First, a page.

27 May, 2009
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Spam has been a problem for many years now. Thankfully the problem seems to be decreasing in general. Check out the google-trend on searches for “spam filter”
I’ve gone through various spam filtering options, and the one I have been most happy with is Gmail’s built in spam filtering. I’ve set up my other email addresses to forward to my Gmail account, where I can check with Mac Mail or iPhone by IMAP, and, of course, from anywhere with the web.
But in the last week, several spam messages per day have been slipping through. A quick search on the web seems to show that there were problems with GMail spam filtering back in 2007, but not so much recently. Grrrr…
17 May, 2009
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A while back, I was having some trouble with the Mac OS not freeing up enough memory. The result was that many programs were running really slow. Essentially, the CPU was sitting there doing nothing while virtual memory was giving the poor hard disk a flogging.
After a bit more reading on the topic, I found this Apple Tech Note, which explains that inactive memory will be paged out to disk. That doesn’t make sense to me, at least for cached files on disk – why duplicate the data off disk? Surely there’s got to be a difference between inactive, as in not been used for a while, and inactive, as in unnecessary. It seems to me that there’s no distinction, and a lot of time is wasted by paging out inactive memory.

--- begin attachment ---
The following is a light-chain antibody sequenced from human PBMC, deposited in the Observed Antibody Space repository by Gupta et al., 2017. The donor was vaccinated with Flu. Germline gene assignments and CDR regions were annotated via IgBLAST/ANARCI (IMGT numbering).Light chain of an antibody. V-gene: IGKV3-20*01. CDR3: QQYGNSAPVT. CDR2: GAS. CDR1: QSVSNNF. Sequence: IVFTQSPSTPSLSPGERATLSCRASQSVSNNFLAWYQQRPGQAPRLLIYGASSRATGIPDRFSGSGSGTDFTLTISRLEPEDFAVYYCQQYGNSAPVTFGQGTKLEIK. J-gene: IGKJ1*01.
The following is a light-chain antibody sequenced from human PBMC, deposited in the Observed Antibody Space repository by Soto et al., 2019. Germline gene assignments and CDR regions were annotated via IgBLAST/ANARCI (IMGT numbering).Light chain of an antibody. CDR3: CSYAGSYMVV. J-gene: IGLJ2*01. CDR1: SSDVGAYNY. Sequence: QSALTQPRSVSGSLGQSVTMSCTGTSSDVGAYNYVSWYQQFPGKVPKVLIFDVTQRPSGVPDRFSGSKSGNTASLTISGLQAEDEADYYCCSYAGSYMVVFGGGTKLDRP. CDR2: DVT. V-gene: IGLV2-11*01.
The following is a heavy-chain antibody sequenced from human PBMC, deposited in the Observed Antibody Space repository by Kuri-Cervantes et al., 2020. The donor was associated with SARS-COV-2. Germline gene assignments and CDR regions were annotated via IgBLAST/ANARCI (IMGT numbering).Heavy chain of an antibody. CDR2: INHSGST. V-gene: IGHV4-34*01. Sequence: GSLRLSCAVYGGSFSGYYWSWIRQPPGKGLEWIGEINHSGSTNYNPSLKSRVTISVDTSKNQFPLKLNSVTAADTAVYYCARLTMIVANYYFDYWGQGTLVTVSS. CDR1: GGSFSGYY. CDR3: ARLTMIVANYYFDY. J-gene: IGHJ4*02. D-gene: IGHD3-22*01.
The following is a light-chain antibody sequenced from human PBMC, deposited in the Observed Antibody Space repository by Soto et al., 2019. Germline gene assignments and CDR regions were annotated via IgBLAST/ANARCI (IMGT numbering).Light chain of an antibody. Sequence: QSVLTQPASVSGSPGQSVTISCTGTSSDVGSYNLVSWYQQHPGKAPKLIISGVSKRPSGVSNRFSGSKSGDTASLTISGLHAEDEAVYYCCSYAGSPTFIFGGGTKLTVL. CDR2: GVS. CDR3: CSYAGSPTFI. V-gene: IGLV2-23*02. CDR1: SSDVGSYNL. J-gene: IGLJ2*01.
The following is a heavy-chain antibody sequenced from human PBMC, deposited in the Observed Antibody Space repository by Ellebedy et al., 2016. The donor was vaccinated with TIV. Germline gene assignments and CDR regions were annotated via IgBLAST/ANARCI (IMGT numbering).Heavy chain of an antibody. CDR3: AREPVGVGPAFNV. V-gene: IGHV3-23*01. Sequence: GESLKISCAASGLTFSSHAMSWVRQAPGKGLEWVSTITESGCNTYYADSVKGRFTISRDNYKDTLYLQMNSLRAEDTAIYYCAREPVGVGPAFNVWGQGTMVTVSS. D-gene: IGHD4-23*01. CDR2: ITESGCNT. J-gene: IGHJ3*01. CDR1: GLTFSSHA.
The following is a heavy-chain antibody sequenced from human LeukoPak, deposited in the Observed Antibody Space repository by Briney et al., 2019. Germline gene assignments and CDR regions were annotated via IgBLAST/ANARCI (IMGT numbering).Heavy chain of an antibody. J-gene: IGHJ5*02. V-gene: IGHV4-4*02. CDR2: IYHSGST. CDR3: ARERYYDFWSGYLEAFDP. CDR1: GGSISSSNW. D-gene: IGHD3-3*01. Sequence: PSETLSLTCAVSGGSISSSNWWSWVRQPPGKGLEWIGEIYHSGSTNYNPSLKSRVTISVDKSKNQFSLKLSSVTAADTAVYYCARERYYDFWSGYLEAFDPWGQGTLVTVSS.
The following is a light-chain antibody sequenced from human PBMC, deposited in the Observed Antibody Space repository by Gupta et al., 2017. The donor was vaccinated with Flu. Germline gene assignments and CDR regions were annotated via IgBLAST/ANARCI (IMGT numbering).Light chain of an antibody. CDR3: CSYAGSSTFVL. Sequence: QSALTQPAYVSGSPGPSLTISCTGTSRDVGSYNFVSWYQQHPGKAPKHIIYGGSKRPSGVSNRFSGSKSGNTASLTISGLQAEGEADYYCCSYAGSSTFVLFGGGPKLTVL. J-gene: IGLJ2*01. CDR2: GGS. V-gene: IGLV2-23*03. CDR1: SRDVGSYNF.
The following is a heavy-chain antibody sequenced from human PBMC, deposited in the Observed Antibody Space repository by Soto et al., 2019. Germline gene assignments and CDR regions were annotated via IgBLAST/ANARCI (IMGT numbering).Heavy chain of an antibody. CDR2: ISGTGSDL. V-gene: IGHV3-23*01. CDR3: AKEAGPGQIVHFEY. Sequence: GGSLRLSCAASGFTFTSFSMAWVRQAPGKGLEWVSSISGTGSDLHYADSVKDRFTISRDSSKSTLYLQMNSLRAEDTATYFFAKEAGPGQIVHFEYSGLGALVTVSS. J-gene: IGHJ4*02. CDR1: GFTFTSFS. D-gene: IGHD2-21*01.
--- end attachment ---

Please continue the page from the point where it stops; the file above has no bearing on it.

I tried iFreeMem which seemed to improve the situation. And then someone followed up on a forum post, which I thought was interesting: to use the Terminal command “purge“.
I gave that a go – pretty fast and easy – and poof! All the inactive memory is gone, and it’s all now free memory. No more spinning beach balls, and programs are running faster! Yay!
Quite a few times I’ve wanted to watch a youtube video and been caught without an internet connection…
Here’s a great trick for users of Safari, thanks to a this page. Also thanks to a wikipedia article, you can append
&fmt=22 to the end of the URL to force youtube to go straight to the HD version of the video.
So, here’s my steps:
- Find a youtube video.
&fmt=22 to the end of the URL and reload the page – if it’s not already in HD.
- Wait a moment for the video to start playing.
- Press Cmd+Option+A to bring up the Activity window.
- Look for the biggest file there in the list…. something like this:
Safari Activity window
- Double click that entry.
- Voila. It’s downloading into Safari’s Downloads folder.
If you get the HD version, it will download automatically as a .mp4 file, which is great because Quicktime can play it out of the box without needing any silly FLV addons.
Oh… and Youtube HD videos actually are HD: 1280 x 720 resolution!!
Here’s a map of last Saturday morning’s “House and Garden” ride with the Samford Velos:
It’s really refreshing to be out riding in the hills where there’s fresh air and a lot less city traffic!